I am simply trying to make sense of a poorly-defined subject; however, leaving the semantics aside, the physics speak for themselves.  My description of the optics is well-supported by other articles on the subject, which is why I included them.  If you want to explore a very technical approach I would encourage you to view the whole series of lectures by Prof Emitus Mark Levoy, of Standford University, a link to which I enclose HERE

 

From the diagram I included with the single lense model, the smaller sensor reduces what  the lens delivers - to me term crop in this context is not unreasonable, but translate to a term of your choice.  Essentially, being smaller than the FF sensor, it crops (reduces) the image area (compared to what a FF sensor would accept) at the point of recording the image.  The diagram expresses this elequently, I believe.

 

The fact is, that by doing so it has done the work of effectively reducing the FoV delived by the lens (so if one has an issue with that then call it an Equivalent FoV), but using the total amount of pixels in that sensor and this is what is significant for long lens users.  A 20MP APS-C sensor will record the image on all 20MP, whereas to get the same FoV the FF sensor of the same capacity would have the effective sensor area reduced by the square of the crop factor.  The image capture of the smaller sensor is thus quite different from using a FF sensor and cropping it afterwards, either in PP or by taking a print and a pair of scissors, although the latter would reduce the final print area, whereas cropping in PP would allow one to produce a print of the same dimensions as a fully-captured image, albeit in reduced resolution.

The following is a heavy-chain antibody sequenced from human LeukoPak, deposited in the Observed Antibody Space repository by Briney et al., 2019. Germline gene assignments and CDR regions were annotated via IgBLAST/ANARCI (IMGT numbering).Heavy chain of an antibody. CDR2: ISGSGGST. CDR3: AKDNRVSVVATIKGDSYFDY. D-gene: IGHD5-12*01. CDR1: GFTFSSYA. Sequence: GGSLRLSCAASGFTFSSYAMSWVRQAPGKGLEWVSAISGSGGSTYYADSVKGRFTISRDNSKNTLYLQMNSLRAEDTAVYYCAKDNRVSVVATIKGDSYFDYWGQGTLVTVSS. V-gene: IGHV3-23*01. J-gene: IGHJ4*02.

Let me be clear, the image collected by the smaller sensor is not magnified at the point of delivery to the sensor - that is determined completely by the lens and that never changes: that magnification factor is consistant to all sensors. 

 

When the image is magnified is when it is taken and delivered either to a screen or a print, in comparison to the image area captured by a FF sensor.  That was shown in the diagram with the two birds.  Thus, if one takes the image from a FF sensor and produces, say a 10x8 image, it will appear to have a wider FoV compared to that of a 10x8 print of the same subject  from a smaller sensor.

 

So, argue against the terminology if you will, but we need some kind of identifier to describe the relationship between the image areas captured by the different sensor sizes.  The physics are demonstrable and clear: the terminology should not block us from recognizing that.   That is why the term Equivalence has been invented and that is why it should not be ignored.

 

 


@ebiggs1 wrote: